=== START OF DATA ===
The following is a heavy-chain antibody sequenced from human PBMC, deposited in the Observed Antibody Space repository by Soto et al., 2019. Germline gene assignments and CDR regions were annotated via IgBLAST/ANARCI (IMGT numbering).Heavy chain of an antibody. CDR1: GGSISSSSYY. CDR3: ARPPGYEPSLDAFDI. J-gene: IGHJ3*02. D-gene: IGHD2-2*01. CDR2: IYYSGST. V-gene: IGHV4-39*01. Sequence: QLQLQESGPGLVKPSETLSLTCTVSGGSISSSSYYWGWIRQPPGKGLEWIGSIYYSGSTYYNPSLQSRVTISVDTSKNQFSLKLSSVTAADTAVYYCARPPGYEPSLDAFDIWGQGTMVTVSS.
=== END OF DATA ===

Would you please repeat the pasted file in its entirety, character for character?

The following is a heavy-chain antibody sequenced from human PBMC, deposited in the Observed Antibody Space repository by Soto et al., 2019. Germline gene assignments and CDR regions were annotated via IgBLAST/ANARCI (IMGT numbering).Heavy chain of an antibody. CDR1: GGSISSSSYY. CDR3: ARPPGYEPSLDAFDI. J-gene: IGHJ3*02. D-gene: IGHD2-2*01. CDR2: IYYSGST. V-gene: IGHV4-39*01. Sequence: QLQLQESGPGLVKPSETLSLTCTVSGGSISSSSYYWGWIRQPPGKGLEWIGSIYYSGSTYYNPSLQSRVTISVDTSKNQFSLKLSSVTAADTAVYYCARPPGYEPSLDAFDIWGQGTMVTVSS.